Given today’s economic climate, clients are more careful than ever about planning for the future. Even the most well-designed estate or charitable planning strategy runs the risk of being rejected by skeptical individuals who have seen the markets, and their financial lives, turned upside down. A common reason for such rejections: Clients, even those with significant wealth, are concerned that they (or their spouse) will run out money.

Many of the best estate or charitable plans involve giving away or giving up control of assets. Even those vehicles that allow clients to retain some control or benefit, such as a charitable remainder trust, cause many clients to ask, “Am I okay if I implement the plan?” Too few financial services professionals are able to assure their clients on this point because they fail to include a cash flow analysis as part of their process. The analysis is a remarkably effective tool in calming the client.

Presenting a cash flow analysis

Some of the planning techniques shown to clients are so complex that many advisors spend most of their time explaining the concepts. Unfortunately, the concepts are frequently presented on a stand-alone basis without helping clients understand the effect on their financial situation. From a marketing standpoint, a cash flow analysis should be included in any presentation when the advisor makes a recommendation to transfer assets.

The analysis itself can be basic or complex. In either case, cash flow planning enables clients to determine if they will accomplish their goals and live the lives they desire by comparing income sources with income uses and by determining the effect of income flows on assets.

Typical estate, charitable, and life insurance planning presentations start by analyzing clients’ current situation. These presentations then focus on how much future generations or charitable beneficiaries will benefit (or how much tax will be saved). While they understand why the strategy is desirable for the family or charity, many clients are uncomfortable paying premiums or giving up control because they are unsure where this leaves them and their spouse.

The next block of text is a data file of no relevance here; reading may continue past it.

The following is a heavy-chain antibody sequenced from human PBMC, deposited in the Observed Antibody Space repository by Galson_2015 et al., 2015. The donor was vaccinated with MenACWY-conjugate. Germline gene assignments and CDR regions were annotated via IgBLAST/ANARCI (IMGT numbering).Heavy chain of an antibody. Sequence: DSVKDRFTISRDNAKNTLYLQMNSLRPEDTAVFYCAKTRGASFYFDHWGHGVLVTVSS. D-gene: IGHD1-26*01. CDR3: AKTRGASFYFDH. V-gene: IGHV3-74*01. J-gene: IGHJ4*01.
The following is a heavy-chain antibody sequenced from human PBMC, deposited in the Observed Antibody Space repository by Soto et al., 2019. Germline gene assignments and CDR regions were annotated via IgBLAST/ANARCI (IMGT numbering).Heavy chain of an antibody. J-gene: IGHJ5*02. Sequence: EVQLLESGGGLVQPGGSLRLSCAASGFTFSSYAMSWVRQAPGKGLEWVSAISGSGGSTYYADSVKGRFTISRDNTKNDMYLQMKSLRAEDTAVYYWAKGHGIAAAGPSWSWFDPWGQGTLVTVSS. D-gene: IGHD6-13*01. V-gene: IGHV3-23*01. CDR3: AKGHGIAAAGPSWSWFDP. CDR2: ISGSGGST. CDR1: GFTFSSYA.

The marketing value of a cash flow analysis is the ability to look at a host of “what if?” situations. Projecting the effect a proposed strategy will have on the client’s cash flow over their life expectancy will help them to make informed decisions regarding their objectives. Knowing they will not run out of money, even when implementing the proposed strategy, is the key to assuring the needed peace of mind to move forward.

Many financial professionals believe there are 5 basic challenges in retirement income security planning. Most clients, even highly affluent clients, are concerned about these risks. In our analysis we educate our clients about them and assure our cash flow analysis takes them into account. They are:

(1) Timing and withdrawal rate risk– What do you do when you’re taking income from investments while the market is dropping? Is your withdrawal rate sustainable during your lifetime?

(2) Asset allocation risk–What do you do if you find that your investment portfolio is too risky or that it can’t generate an acceptable rate of return to support your income needs over the long run?

(3) Inflation risk–What do you do to offset the continuous increase in the cost of living?

(4) Longevity risk–With people living longer, are you sure your strategy will allow you to maintain your standard of living for an extended period without running out of money?

(5) Health care risk–Are you sure your assets are sufficient to support unexpected major medical expenses or a long term care situation, particularly if the proposed strategy is implemented?

A case study

By ensuring your clients look at these challenges and by showing them projections for the future based on different scenarios, you will have proactively answered their unspoken objections to your proposed plan or strategy. Consider this example:

Your clients, a husband and wife, both 65 years old, have a net worth of $16 million. Of this, homes and personal property are valued at $2 million with the remaining $14 million of assets being primarily income producing. Their potential estate taxes are $5 million. Your clients have a modest lifestyle requiring $250,000 annually. The estate is also growing rapidly.

Your proposed solution is a $5 million survivor life insurance contract owned by an irrevocable trust. The contract is structured with an annual premium of $100,000. You have also suggested they gift $2 million of assets to the trust. This will use your clients’ lifetime exclusions and remove future growth on those assets from the estate. This will leave them with $12 million of income-producing property.

On the surface, this solution should not present a problem, as $12 million should easily support the clients’ $250,000 in lifestyle expenses, including inflation. Therefore, you are disappointed when the clients don’t move forward. What you didn’t know was the couple is worried about potential medical and long-term care expenses; and whether they would still be okay if the market takes another downturn.

This is where the “what if” cash flow analysis can calm the clients. Most cash flow software today will let you model events such as:

–$200,000 of LTC expense for 4 years; and/or

–Three consecutive years of a down market; and/or

–Unusually high inflation.

You can then let the clients see the numbers (or a colorful chart) showing that despite all of those possibilities, there is a very high likelihood that they will never run out of money, even when implementing the strategy. With that objection out of the way, implementation is more likely.

Rob Studin is executive director of advisory financial services at Lincoln Financial Advisors, Philadelphia, Pa. He can be reached at Rob.Studin@lfg.com